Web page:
This study aimed to investigate mothers’ perceptions of underlying factors affecting changes in physical activity and sedentary behaviour in adolescents during the COVID-19 pandemic. We identified three themes regarding factors associated with changes in physical activity during the COVID-19 pandemic. Firstly, this study found that self-determination and enjoyment seemed to be one of the main factors affecting physical activity positively in adolescents during the pandemic. Self-determination to do physical activity may be influenced by the need to grow [45], such as wanting to be an elite athlete, or because of having intrinsic motivation [45], such as doing physical activity for enjoyment. Enjoyment appeared to play an important role in supporting self-determination. Being highly self-determined to do physical activity may be simply started from the enjoyment that someone felt when engaged in physical activity. Previous studies have found that enjoyment is a significant factor for maintaining participation in physical activity [46, 47], although conceptually, the construct of enjoyment is sometimes complex (see [48]).

However, few adolescents clearly showed that their self-determination to do physical activity was also influenced by incentives concerning what they want to achieve. This is consistent with Bandura’s social cognitive theory which posits that behaviour is determined by expectancies and incentives, such as obtaining an ‘ideal’ body shape and gaining economic benefits [49]. Interventions for increasing adolescent physical activity may need to consider how to develop participant’s self-determination by ensuring that the program offers enjoyment and emphasizes the incentives that participants can get, such as good health status and satisfying physical appearance.

Secondly, in line with previous studies [50,51,52,53], we revealed that support from family, friends, and teachers seemed to affect adolescents’ physical activity during the pandemic. A recent longitudinal study also found that parental support was positively correlated with MVPA in youth [54]. As Granich et al. [50] pointed out, role modelling and reinforcement from parents have become important factors for influencing children’s behaviour. Parents’ support for adolescents to join sports clubs, such as providing transportation and sports equipment, has facilitated adolescents to be physically active. Meanwhile, siblings facilitated adolescent’s physical activity by increasing opportunities for adolescents to engage with different types of physical activity, such as free play [50].

Peers have also been found to be important facilitators for adolescents’ physical activity during the pandemic. For example, adolescents tended to be more involved in greater intensity of physical activity when getting together with their peers [47, 52, 55]. Friends provided support by co-participation, role-modelling, giving verbal encouragement, and increasing enjoyment in doing physical activity [46, 47]. Moreover, teachers provided supports on physical activity through Physical Education, both before and during the pandemic. Taken together, physical activity interventions in adolescents should consider involving family, friends, and teachers in implementing the programs.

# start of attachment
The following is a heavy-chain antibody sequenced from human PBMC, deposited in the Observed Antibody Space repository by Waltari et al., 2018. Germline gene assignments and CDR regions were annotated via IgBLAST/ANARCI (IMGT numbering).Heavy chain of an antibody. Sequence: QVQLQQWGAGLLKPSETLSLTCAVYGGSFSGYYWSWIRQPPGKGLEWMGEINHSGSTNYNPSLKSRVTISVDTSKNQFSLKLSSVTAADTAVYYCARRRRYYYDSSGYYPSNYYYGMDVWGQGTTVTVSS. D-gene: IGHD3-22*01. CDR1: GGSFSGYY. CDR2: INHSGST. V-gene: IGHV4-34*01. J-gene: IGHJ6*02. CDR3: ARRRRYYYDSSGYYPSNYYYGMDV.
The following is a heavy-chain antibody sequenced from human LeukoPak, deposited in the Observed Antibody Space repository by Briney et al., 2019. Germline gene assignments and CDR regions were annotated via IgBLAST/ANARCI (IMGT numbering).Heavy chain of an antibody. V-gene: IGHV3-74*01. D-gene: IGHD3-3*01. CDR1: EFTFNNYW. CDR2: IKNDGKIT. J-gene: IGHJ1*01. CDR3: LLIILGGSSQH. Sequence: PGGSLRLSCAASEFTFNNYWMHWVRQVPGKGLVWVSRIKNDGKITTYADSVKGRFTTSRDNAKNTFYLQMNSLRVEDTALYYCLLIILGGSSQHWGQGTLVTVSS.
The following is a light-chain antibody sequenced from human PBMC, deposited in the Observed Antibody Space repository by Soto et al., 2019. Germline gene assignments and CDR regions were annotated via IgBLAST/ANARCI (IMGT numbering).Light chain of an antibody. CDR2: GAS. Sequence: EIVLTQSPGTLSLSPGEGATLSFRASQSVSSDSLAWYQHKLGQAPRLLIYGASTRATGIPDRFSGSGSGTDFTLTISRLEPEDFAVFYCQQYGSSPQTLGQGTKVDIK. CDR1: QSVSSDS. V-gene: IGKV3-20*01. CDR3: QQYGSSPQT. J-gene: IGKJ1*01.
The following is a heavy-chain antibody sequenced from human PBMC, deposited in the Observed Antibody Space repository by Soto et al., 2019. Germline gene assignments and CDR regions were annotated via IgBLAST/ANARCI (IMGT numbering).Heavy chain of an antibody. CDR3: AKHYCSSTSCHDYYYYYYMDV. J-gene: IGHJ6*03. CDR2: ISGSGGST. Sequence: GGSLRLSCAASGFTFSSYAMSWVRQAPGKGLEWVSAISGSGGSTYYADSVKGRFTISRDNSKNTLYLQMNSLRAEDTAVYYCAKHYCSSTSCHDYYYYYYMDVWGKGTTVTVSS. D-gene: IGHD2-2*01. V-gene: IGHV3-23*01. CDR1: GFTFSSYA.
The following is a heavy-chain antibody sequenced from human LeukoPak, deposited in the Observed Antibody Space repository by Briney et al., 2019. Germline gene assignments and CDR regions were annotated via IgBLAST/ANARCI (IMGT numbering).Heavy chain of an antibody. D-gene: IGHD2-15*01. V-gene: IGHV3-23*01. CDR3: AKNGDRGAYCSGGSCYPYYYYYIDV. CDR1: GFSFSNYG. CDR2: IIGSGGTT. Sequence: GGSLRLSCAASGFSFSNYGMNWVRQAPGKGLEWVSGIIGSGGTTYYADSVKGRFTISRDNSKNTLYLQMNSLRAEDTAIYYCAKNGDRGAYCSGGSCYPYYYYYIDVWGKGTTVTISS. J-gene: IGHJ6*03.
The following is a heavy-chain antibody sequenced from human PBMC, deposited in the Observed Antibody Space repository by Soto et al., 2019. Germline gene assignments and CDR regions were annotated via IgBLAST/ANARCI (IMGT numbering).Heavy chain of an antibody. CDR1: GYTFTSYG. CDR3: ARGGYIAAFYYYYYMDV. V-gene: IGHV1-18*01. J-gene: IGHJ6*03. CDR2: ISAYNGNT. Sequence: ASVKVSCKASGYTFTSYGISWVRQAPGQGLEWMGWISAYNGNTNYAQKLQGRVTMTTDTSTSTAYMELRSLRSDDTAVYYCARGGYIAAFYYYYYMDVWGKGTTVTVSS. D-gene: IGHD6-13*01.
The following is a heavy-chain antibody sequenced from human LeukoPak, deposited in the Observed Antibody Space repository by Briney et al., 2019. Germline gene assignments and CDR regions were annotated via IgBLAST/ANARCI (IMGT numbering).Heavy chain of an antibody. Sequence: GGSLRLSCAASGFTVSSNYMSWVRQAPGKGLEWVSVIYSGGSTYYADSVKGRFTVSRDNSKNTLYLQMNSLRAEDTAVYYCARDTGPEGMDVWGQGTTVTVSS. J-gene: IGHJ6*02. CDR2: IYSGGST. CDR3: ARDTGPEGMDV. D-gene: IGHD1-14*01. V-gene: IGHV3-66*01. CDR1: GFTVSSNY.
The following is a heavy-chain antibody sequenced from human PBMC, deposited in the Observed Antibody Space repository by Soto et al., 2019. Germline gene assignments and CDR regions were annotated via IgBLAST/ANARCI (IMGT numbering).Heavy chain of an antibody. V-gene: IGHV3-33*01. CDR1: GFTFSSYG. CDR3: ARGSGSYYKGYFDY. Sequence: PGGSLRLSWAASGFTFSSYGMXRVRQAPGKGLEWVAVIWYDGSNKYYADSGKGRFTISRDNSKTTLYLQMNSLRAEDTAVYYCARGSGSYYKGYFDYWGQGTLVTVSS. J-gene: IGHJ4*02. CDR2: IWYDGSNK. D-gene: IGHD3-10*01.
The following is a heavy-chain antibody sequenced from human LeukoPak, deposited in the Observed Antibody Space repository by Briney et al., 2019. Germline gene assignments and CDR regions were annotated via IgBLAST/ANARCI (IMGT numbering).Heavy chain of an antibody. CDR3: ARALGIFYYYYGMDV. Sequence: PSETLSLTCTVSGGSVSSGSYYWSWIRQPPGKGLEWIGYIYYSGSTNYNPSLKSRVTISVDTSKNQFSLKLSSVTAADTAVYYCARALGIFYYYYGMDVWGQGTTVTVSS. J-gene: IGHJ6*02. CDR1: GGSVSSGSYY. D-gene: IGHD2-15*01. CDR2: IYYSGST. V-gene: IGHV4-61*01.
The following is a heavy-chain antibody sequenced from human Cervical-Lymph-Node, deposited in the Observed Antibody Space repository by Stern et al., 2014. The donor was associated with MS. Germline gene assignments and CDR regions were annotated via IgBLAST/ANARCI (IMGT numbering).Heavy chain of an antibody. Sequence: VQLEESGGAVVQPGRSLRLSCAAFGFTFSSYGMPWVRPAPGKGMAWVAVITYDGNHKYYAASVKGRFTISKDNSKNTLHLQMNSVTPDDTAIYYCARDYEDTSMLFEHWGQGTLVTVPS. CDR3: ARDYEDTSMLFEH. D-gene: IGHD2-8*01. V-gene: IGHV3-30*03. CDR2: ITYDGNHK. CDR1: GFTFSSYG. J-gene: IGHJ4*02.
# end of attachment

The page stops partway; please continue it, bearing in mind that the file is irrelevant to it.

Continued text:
Lastly, regarding the availability of physical activity facilities and equipment, this study revealed that these factors supported adolescents in doing more physical activity during the pandemic. Aligned with this finding, a previous systematic review found that there was an association between physical activity behaviour and the presence of physical activity equipment at home [56]. Increasing the availability and accessibility of physical activity facilities in open spaces close to community settlements may trigger adolescents to do more physical activity and reduce their overall sedentary behaviour.

We generated five themes concerning sedentary behaviour. Firstly, this study found that demands for online-based learning during the COVID-19 pandemic have caused a significant increase in adolescents’ screen time. The reasons children used more screen-based devices for online study is obviously associated with the creation of much greater demands for this type of delivery of teaching and learning during the COVID-19 pandemic. Moreover, it may be partly explained by using the concept of extrinsic motivation, such as when adolescents completed assignments to avoid punishment or low marks [57]. Furthermore, it may be caused by the need to fulfill basic psychological needs, especially competence [57]. As one of the primary psychosocial tasks that adolescents must achieve is ‘to measure up’ – that is to develop competence and find ways to achieve the goal [58]- it has become the nature of adolescents that they want to show their capability, skills, and competence, such as by performing well in finishing school assignments. These necessitate studying through the use of internet-connected devices.

While adolescents spent much greater screen time for educational purposes during the pandemic, this might not necessarily cause the adverse effects as if the screen time were used for recreational purposes. Sanders et al. [59] found that types of screen use moderated outcomes of screen use. For example, educational screen time had a positive correlation with educational outcomes and higher persistence, with no negative consequences for health outcomes. Nevertheless, consistent with international guidelines, it is suggested that adolescents break up prolonged sitting when studying to avoid any health risks that may arise from static postures and lack of movement.